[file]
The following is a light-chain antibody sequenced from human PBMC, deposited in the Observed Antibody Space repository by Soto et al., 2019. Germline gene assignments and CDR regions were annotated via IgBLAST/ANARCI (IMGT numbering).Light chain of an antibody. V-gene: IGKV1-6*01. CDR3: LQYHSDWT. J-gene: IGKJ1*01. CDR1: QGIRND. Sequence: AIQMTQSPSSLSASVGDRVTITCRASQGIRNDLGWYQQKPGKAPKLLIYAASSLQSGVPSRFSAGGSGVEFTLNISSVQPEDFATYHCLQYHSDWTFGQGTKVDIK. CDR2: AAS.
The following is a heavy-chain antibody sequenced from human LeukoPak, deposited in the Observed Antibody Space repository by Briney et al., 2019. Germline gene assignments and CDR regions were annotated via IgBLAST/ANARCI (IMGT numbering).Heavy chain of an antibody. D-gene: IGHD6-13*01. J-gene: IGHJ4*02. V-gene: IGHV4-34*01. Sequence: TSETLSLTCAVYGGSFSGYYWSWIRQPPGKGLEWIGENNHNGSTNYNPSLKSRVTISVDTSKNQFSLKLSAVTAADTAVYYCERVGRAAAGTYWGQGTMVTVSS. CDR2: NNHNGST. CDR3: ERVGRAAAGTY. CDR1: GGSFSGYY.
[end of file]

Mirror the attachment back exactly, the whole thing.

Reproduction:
The following is a light-chain antibody sequenced from human PBMC, deposited in the Observed Antibody Space repository by Soto et al., 2019. Germline gene assignments and CDR regions were annotated via IgBLAST/ANARCI (IMGT numbering).Light chain of an antibody. V-gene: IGKV1-6*01. CDR3: LQYHSDWT. J-gene: IGKJ1*01. CDR1: QGIRND. Sequence: AIQMTQSPSSLSASVGDRVTITCRASQGIRNDLGWYQQKPGKAPKLLIYAASSLQSGVPSRFSAGGSGVEFTLNISSVQPEDFATYHCLQYHSDWTFGQGTKVDIK. CDR2: AAS.
The following is a heavy-chain antibody sequenced from human LeukoPak, deposited in the Observed Antibody Space repository by Briney et al., 2019. Germline gene assignments and CDR regions were annotated via IgBLAST/ANARCI (IMGT numbering).Heavy chain of an antibody. D-gene: IGHD6-13*01. J-gene: IGHJ4*02. V-gene: IGHV4-34*01. Sequence: TSETLSLTCAVYGGSFSGYYWSWIRQPPGKGLEWIGENNHNGSTNYNPSLKSRVTISVDTSKNQFSLKLSAVTAADTAVYYCERVGRAAAGTYWGQGTMVTVSS. CDR2: NNHNGST. CDR3: ERVGRAAAGTY. CDR1: GGSFSGYY.